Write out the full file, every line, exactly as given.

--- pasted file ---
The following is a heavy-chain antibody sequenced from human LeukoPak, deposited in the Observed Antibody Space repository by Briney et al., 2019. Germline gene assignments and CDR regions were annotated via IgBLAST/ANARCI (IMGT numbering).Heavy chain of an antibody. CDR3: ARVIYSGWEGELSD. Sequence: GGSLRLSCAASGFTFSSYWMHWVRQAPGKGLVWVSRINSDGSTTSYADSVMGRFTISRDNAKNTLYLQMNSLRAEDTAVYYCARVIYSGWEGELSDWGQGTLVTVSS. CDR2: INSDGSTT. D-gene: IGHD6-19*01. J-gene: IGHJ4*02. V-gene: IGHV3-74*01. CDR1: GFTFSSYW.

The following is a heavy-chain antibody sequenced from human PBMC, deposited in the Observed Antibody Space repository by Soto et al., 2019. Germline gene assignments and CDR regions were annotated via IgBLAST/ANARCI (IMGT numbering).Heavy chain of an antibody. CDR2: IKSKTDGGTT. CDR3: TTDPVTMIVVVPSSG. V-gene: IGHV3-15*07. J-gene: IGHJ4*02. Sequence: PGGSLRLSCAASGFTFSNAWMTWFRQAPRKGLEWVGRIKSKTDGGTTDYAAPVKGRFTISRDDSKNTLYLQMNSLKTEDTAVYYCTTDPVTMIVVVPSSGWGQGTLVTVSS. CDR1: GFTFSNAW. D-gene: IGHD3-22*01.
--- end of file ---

The following is a heavy-chain antibody sequenced from human LeukoPak, deposited in the Observed Antibody Space repository by Briney et al., 2019. Germline gene assignments and CDR regions were annotated via IgBLAST/ANARCI (IMGT numbering).Heavy chain of an antibody. CDR3: ARVIYSGWEGELSD. Sequence: GGSLRLSCAASGFTFSSYWMHWVRQAPGKGLVWVSRINSDGSTTSYADSVMGRFTISRDNAKNTLYLQMNSLRAEDTAVYYCARVIYSGWEGELSDWGQGTLVTVSS. CDR2: INSDGSTT. D-gene: IGHD6-19*01. J-gene: IGHJ4*02. V-gene: IGHV3-74*01. CDR1: GFTFSSYW.

The following is a heavy-chain antibody sequenced from human PBMC, deposited in the Observed Antibody Space repository by Soto et al., 2019. Germline gene assignments and CDR regions were annotated via IgBLAST/ANARCI (IMGT numbering).Heavy chain of an antibody. CDR2: IKSKTDGGTT. CDR3: TTDPVTMIVVVPSSG. V-gene: IGHV3-15*07. J-gene: IGHJ4*02. Sequence: PGGSLRLSCAASGFTFSNAWMTWFRQAPRKGLEWVGRIKSKTDGGTTDYAAPVKGRFTISRDDSKNTLYLQMNSLKTEDTAVYYCTTDPVTMIVVVPSSGWGQGTLVTVSS. CDR1: GFTFSNAW. D-gene: IGHD3-22*01.